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Origins: piper in the meadow/deck the halls

DigiTrad:
DECK THE HALLS
DECK US ALL


Related threads:
Nos Galan variant (4)
(origins) Origins: Deck the Halls / Cymraeg Nos Galan (90)
Lyr Req: Nos Galen (5)


Scotus 30 Dec 07 - 04:42 PM
Stewart 30 Dec 07 - 05:47 PM
Bonnie Shaljean 30 Dec 07 - 06:45 PM
Scotus 30 Dec 07 - 10:23 PM
Stewart 30 Dec 07 - 11:06 PM
Stewart 30 Dec 07 - 11:10 PM
Scotus 31 Dec 07 - 02:37 PM
Scotus 01 Jan 08 - 03:44 PM
GUEST,Brian MacRiocaird 15 Oct 19 - 01:10 PM
Lighter 15 Oct 19 - 02:26 PM
Lighter 15 Oct 19 - 02:31 PM
GUEST,jim bainbridge 16 Oct 19 - 04:35 AM
Lighter 16 Oct 19 - 12:54 PM
GUEST,Peter Laban 17 Oct 19 - 09:08 AM
Lighter 17 Oct 19 - 09:56 AM
GUEST,Peter Laban 17 Oct 19 - 10:45 AM
Lighter 17 Oct 19 - 11:08 AM
GUEST,Peter Laban 17 Oct 19 - 11:41 AM
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Subject: Origins: piper in the meadow/deck the halls
From: Scotus
Date: 30 Dec 07 - 04:42 PM

I was listening to 'Deck the halls' last week and it suddenly dawned on me that the tune is almost identical to 'The Piper in the Meadow Straying'! I believe that 'Halls' is a Welsh carol - is 'Piper' Welsh, and is there a connection?

Jack


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Subject: RE: Origins: piper in the meadow/deck the halls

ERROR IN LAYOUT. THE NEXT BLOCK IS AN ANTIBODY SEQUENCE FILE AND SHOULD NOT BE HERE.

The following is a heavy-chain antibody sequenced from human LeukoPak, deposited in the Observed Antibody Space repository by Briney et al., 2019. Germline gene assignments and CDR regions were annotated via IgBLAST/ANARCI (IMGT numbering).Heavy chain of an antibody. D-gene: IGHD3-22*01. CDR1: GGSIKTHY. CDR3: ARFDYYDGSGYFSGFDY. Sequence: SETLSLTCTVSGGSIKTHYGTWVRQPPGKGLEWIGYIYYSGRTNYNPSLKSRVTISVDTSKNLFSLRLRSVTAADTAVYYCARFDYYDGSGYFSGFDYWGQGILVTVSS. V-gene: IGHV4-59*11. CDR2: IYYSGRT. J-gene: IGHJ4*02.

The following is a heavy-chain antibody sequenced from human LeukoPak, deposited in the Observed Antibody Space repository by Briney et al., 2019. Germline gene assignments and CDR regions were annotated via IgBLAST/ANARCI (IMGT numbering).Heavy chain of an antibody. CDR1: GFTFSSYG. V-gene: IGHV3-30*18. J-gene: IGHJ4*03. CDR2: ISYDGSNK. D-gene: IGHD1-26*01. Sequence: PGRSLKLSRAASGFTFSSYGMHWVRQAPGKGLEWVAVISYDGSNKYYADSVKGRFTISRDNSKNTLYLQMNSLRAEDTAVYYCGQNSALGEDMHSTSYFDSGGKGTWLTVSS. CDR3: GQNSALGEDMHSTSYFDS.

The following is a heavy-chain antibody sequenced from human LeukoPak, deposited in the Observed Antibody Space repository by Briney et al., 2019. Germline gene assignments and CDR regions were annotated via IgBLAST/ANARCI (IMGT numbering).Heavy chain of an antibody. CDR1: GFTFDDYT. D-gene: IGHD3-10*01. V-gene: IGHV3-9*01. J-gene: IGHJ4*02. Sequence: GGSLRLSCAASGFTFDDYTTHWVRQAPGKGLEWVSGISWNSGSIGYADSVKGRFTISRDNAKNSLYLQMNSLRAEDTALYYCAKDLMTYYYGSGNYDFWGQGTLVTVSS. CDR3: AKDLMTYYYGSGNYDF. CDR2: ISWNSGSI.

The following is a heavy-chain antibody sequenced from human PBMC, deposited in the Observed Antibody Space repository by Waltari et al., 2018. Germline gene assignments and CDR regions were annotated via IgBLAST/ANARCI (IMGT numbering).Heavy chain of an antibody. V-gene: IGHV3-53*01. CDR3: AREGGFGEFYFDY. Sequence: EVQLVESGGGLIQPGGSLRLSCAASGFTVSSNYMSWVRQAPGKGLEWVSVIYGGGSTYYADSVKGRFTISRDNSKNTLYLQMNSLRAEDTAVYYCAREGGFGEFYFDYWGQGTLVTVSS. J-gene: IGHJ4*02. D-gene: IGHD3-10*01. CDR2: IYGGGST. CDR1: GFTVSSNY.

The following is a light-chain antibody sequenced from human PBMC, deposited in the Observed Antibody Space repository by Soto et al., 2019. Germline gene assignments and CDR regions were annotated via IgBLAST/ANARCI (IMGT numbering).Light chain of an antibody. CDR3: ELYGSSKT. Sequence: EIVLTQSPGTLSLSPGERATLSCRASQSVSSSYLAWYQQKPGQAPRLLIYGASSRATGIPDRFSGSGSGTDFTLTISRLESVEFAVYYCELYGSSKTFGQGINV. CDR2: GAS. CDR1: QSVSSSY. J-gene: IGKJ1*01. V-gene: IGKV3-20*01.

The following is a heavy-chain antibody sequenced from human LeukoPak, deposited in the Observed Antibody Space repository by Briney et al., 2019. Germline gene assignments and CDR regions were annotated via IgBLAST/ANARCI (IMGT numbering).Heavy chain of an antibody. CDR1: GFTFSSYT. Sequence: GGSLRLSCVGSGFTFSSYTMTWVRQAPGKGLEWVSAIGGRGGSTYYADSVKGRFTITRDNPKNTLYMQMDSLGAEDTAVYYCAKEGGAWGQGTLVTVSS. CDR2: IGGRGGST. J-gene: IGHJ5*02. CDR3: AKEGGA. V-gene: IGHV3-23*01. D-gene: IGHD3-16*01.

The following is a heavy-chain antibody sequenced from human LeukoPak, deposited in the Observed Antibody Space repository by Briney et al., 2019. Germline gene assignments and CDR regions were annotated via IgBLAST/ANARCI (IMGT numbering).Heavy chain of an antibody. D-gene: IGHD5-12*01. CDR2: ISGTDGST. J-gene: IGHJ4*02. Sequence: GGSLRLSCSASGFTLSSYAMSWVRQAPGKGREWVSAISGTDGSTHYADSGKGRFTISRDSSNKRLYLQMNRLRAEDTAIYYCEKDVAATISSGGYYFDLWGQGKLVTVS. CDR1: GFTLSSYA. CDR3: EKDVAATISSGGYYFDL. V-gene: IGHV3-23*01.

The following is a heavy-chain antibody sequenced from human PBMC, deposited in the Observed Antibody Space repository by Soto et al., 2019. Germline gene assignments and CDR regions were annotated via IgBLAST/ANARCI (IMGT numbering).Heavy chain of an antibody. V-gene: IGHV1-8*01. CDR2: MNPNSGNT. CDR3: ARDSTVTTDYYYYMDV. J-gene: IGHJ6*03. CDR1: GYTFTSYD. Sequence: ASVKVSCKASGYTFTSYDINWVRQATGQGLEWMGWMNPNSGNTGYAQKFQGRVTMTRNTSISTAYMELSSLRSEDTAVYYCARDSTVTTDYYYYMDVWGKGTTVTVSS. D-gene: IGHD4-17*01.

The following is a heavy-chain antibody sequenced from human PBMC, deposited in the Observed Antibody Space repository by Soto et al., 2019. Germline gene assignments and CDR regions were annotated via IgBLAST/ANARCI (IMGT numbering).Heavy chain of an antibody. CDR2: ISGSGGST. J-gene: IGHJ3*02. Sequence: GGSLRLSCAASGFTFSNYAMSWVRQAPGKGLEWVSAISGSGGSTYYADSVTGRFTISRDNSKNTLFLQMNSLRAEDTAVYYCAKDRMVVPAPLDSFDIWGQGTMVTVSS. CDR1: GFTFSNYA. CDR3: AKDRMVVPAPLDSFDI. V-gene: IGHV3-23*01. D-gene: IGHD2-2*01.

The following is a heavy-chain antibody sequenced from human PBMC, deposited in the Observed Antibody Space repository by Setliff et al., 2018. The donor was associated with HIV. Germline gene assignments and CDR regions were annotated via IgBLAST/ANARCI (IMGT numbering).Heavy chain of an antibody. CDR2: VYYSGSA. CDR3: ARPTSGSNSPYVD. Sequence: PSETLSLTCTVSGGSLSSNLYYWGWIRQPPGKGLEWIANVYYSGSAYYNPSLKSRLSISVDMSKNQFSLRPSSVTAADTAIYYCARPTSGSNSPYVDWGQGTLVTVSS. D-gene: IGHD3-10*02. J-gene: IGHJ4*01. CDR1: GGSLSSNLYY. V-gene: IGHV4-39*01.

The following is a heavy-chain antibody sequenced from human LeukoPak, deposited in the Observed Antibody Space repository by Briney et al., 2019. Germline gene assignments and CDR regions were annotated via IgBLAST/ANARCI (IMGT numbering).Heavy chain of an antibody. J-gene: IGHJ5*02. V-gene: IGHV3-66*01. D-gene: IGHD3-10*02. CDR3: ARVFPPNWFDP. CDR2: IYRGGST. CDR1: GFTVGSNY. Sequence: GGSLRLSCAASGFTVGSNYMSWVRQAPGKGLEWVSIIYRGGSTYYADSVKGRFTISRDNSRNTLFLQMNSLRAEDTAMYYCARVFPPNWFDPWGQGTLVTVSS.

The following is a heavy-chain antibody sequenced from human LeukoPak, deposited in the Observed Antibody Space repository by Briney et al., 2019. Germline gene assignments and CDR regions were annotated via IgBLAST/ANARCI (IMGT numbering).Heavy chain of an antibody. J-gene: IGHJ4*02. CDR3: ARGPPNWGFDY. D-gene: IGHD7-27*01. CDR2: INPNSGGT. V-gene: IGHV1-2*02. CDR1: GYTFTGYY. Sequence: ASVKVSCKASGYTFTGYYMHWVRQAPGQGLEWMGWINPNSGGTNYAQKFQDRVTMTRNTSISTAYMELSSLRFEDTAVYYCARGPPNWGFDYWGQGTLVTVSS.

From: Stewart
Date: 30 Dec 07 - 05:47 PM

I believe there's already a Mudcat thread on that somewhere.
Try the Search.

Cheers, S. in Seatle


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Subject: RE: Origins: piper in the meadow/deck the halls
From: Bonnie Shaljean
Date: 30 Dec 07 - 06:45 PM

Welsh title is Nos Galan (which means something like New Year's Night or perhaps New Year's Eve, so it's quite timely). The forum search facility for that name brings up a whole feast of pages.


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Subject: RE: Origins: piper in the meadow/deck the halls
From: Scotus
Date: 30 Dec 07 - 10:23 PM

Yes Bonnie (and Stewart),

I tried a search before posting but it brought up a gazillion and none had anything about 'piper' in the titles.

Anybody remember which thread?

Jack


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Subject: RE: Origins: piper in the meadow/deck the halls
From: Stewart
Date: 30 Dec 07 - 11:06 PM

Here it is
And the midi is here

Cheers, S. in Seattle


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Subject: RE: Origins: piper in the meadow/deck the halls
From: Stewart
Date: 30 Dec 07 - 11:10 PM